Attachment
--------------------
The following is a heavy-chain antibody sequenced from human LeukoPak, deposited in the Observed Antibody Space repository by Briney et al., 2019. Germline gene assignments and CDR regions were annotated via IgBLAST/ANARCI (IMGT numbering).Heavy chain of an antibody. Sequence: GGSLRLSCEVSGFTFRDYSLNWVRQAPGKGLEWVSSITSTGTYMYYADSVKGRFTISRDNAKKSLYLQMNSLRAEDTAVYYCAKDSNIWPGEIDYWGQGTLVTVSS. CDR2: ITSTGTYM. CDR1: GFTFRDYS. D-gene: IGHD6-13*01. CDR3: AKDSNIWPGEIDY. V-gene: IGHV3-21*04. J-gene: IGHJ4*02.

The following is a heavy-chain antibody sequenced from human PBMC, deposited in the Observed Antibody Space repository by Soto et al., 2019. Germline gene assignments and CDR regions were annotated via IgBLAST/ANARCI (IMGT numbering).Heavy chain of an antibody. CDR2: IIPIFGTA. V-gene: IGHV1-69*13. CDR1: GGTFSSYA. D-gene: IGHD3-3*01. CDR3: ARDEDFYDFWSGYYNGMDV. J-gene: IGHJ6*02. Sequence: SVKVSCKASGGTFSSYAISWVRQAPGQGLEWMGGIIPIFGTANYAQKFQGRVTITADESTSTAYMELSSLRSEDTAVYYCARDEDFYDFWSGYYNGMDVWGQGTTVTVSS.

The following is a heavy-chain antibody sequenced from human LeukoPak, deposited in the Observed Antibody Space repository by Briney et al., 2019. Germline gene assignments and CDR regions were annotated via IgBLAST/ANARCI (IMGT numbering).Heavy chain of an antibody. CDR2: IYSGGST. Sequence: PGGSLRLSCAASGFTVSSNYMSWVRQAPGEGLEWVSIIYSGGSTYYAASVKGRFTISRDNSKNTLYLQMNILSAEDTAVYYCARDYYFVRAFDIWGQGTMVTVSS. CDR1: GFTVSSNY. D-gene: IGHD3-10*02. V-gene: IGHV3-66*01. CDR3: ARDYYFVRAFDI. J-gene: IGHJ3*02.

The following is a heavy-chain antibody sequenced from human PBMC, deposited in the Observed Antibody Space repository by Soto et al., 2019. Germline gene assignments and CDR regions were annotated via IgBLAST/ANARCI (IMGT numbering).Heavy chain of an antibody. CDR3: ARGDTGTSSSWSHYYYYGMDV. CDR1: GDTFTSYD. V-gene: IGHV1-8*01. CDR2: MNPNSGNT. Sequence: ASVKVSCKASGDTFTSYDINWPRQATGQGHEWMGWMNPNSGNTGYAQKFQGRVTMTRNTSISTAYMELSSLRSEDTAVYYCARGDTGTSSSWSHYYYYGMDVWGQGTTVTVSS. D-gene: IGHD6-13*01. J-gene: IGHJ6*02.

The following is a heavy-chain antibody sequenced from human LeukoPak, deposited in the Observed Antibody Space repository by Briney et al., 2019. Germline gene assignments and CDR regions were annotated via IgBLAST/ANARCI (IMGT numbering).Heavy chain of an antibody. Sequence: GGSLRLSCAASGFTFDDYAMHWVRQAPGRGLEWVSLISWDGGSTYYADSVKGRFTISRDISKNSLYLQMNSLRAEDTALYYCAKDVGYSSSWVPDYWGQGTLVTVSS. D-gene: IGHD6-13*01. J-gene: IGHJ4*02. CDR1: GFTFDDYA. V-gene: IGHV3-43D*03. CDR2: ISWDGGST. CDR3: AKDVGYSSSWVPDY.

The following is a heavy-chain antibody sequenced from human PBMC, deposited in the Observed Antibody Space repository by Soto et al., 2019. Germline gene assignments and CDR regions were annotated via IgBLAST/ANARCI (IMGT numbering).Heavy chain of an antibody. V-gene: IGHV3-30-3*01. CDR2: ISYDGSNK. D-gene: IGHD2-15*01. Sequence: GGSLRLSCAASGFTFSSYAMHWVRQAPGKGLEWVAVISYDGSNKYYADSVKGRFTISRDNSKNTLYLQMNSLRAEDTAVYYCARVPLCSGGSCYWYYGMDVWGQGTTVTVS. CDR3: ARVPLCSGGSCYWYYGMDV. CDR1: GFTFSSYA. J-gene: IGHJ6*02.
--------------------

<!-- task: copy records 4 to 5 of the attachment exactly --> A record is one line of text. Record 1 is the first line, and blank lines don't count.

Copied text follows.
The following is a heavy-chain antibody sequenced from human PBMC, deposited in the Observed Antibody Space repository by Soto et al., 2019. Germline gene assignments and CDR regions were annotated via IgBLAST/ANARCI (IMGT numbering).Heavy chain of an antibody. CDR3: ARGDTGTSSSWSHYYYYGMDV. CDR1: GDTFTSYD. V-gene: IGHV1-8*01. CDR2: MNPNSGNT. Sequence: ASVKVSCKASGDTFTSYDINWPRQATGQGHEWMGWMNPNSGNTGYAQKFQGRVTMTRNTSISTAYMELSSLRSEDTAVYYCARGDTGTSSSWSHYYYYGMDVWGQGTTVTVSS. D-gene: IGHD6-13*01. J-gene: IGHJ6*02.

The following is a heavy-chain antibody sequenced from human LeukoPak, deposited in the Observed Antibody Space repository by Briney et al., 2019. Germline gene assignments and CDR regions were annotated via IgBLAST/ANARCI (IMGT numbering).Heavy chain of an antibody. Sequence: GGSLRLSCAASGFTFDDYAMHWVRQAPGRGLEWVSLISWDGGSTYYADSVKGRFTISRDISKNSLYLQMNSLRAEDTALYYCAKDVGYSSSWVPDYWGQGTLVTVSS. D-gene: IGHD6-13*01. J-gene: IGHJ4*02. CDR1: GFTFDDYA. V-gene: IGHV3-43D*03. CDR2: ISWDGGST. CDR3: AKDVGYSSSWVPDY.